• The City of Philadelphia is investigating but has not yet reckoned with the police tear gassing of an African American neighborhood in West Philadelphia during the George Floyd protests on May 31. Mayor Kenney, who authorized the attacks, has since maintained that he regret[s] the use of tear gas. In the wake of accusations that Penn’s police force was present during the attack, students at Penn and Drexel have marched to demand that these private police forces be disbanded. Black students at Penn also say that Penn’s police engage in racial profiling.
  • Philadelphia residents are suing PPD over the use of violence against non-violent protestors and uninvolved city residents during the Black Lives Matter protests. Most of the legal action taken by the 140-plus individuals are in regards to the extended use of excessive force and widespread tear gassing on 52nd St. on May 31, and the tear gassing and entrapment of protesters on I-676 on June 1. Lawyers have advised their clients to avoid any contact with the PPD during the course of the lawsuit. Meanwhile, other citizens have refused to file complaints to the PPD for lack of trust, even suspicion that their complaints may be used against them.
  • Trump’s Postmaster general Louis DeJoy and the federal government are gutting the USPS. Routine mail delivery operations are being severely disrupted as mailboxes are pulled off the streets, and the shutdown of a mail sorter in West Philadelphia has wrought chaos in an already overloaded post office. Overtime benefits have been stripped, post-office hours are being cut, and staff are being encouraged to leave mail behind. President Trump has admitted to sabotaging the USPS in an effort to prevent mail-in ballots in the upcoming November election.
  • Siobhan Reardon, the director of the Free Library of Philadelphia, has resigned following a storm of criticism in the wake of an open letter from Concerned Black Workers about the blatant racism they face on the job and cancellation of speaking events by many black authors.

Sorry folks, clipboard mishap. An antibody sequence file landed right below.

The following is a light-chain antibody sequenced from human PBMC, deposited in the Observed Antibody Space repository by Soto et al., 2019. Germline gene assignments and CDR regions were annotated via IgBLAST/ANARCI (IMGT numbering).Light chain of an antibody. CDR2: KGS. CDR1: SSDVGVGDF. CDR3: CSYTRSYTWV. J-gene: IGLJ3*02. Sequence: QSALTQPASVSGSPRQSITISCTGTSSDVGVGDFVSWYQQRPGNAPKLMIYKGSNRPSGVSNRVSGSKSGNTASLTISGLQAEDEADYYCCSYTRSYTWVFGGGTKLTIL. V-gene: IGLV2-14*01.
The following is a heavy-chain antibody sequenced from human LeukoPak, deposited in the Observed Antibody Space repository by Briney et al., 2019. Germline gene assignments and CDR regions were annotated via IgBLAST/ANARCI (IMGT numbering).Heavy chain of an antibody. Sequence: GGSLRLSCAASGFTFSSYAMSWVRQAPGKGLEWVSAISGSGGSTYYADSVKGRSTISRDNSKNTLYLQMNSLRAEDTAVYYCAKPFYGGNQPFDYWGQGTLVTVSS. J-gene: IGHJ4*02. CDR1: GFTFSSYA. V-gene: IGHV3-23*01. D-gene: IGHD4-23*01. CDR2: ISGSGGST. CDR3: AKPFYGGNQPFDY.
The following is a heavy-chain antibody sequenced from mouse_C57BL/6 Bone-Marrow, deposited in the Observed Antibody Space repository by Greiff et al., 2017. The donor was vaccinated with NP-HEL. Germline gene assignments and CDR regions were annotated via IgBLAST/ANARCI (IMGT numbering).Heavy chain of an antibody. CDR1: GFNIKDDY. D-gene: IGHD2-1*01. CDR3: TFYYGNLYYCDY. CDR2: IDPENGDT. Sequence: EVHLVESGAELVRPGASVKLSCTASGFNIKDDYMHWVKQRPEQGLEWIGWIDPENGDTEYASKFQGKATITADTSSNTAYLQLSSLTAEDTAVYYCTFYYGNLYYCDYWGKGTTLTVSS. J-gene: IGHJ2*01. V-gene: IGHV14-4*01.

• Mayor Kenney and Gov. Wolf have called for Rodney Muhammad to step down after he shared an anti-semitic tweet. Muhammad, President of the Philadelphia Chapter of the NAACP, minister of Mosque No. 12 in North Philadelphia, and former worker for Kenny’s campaign, has not explicitly apologized.
  • Using SEPTA is reasonably coronavirus safe because SEPTA’s vehicles have high-frequency ventilation systems that exchange the air circulating within the bus, train car or trolley frequently. The interior air of buses changes every 2 to 2 ½ minutes and regional rail and trolley cars every 2 to 3 minutes. Around the world, public transportation appears, as far as is known, to be low risk for coronavirus transmission.
  • Only 52% of Philadelphians had responded to the US Census as of early August, while 66% of people from Pennsylvania as a whole had. Across the river in Camden, the response rate is 46% compared to the 65% participation rate in the state of New Jersey as a whole. Since the Census count will be concluded a month earlier than usual, census experts expect people in Black and Latinx communities will be dramatically undercounted, leading—in Pennsylvania—to a loss of about $21,000 in federal funds per year for the decade for every person not counted.
  • The Black Star Film Festival, Philadelphia’s showcase for films by black, brown and indigenous filmmakers, will begin August 19th and continue until August 26th. Formerly housed at International House, the festival’s new home is the Annenberg Center at the University of Pennsylvania. This year all screenings will be online.

The Lilac Newsletter Group